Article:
Touch therapy is an alternative healing practice developed in the 1970s that involves the manipulation of supposed energy fields around a patient in order to facilitate a better energy flow in the body, allowing the patient to heal. Those who practice touch therapy don’t always touch people directly. Instead, they usually attempt to manipulate an invisible life-giving energy directly above the patient’s skin. Although many patients have reported benefits from touch therapy sessions, there are many skeptics, and scientific studies have mostly failed to support the ability of touch therapists to actually sense energy fields or facilitate faster healing.
A nursing teacher from New York named Delores Krieger and a theosophist named Dora Kunz created touch therapy in the 1970s. Since its creation, many people have become practitioners but most of the touch therapists have been nurses, and generally, it is used as an additional therapeutic method along with conventional medicine for recovering patients. Those who practice touch therapy generally believe that the whole universe is full of life energy that is being infused into a person’s body at all times. In theory, any obstruction to this life force could have severe consequences, limiting a person’s natural ability to heal, so the therapists attempt to deal with any problems that might be blocking or limiting the flow.
Touch therapy treatments generally involve the movement of the hands just above the patient’s skin as the practitioner looks for problems in the energy field. If any problems are found, the practitioner will often perform certain specialized movements that are meant to clear things up. In some cases, there is no actual physical touch involved, but sometimes the practitioner may touch certain points, depending on the approach being used. Some patients feel invigorated by the process of touch therapy and many have a fairly positive reaction to the overall experience.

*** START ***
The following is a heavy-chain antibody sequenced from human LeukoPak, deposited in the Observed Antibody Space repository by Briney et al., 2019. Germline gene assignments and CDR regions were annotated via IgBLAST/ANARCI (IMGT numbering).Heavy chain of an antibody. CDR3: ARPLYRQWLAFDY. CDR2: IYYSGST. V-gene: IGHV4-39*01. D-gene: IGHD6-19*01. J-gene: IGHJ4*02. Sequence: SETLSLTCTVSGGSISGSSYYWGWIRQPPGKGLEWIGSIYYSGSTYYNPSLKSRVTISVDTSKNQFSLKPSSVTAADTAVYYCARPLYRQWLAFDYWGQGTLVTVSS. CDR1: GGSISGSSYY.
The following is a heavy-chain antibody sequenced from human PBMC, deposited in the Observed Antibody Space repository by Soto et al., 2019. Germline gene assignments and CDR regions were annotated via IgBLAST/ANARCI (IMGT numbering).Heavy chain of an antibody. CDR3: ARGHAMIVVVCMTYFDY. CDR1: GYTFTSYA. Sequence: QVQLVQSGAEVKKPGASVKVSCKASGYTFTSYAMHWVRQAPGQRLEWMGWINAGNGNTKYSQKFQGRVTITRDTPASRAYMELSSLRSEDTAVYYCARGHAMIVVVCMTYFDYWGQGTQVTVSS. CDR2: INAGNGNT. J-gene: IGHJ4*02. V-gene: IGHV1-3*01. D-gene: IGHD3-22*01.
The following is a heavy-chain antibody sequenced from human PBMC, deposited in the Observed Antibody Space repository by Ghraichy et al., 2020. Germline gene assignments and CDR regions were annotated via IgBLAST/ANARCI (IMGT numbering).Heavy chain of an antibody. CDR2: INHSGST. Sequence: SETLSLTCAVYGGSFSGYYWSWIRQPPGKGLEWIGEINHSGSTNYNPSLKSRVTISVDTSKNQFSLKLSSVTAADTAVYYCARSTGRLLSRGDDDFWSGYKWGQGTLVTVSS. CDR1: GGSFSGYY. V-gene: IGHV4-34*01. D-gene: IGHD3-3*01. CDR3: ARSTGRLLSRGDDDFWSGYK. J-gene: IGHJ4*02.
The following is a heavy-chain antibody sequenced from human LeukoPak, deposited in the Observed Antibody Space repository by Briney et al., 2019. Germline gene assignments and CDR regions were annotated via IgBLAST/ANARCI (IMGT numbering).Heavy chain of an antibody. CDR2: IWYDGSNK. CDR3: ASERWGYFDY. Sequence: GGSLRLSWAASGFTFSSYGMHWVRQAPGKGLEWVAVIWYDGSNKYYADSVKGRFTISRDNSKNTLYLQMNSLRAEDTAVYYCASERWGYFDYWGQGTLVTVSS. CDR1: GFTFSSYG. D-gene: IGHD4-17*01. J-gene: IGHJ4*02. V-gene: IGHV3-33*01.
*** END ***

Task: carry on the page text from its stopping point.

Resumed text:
Some experts feel that the experiential enjoyment of the process and the placebo effect are the primary reasons for any success in treating patients, but practitioners remain convinced that the method has a real scientific benefit. There have been a few studies of touch therapy, and most have focused on the ability of therapists to actually sense energy fields around people’s bodies. Generally speaking, the therapy approach has not fared very well in these tests. The failure of touch therapists to pass these kinds of tests under controlled conditions has fueled even more skepticism, but some practitioners insist that the studies haven't been large or in-depth enough to be conclusive.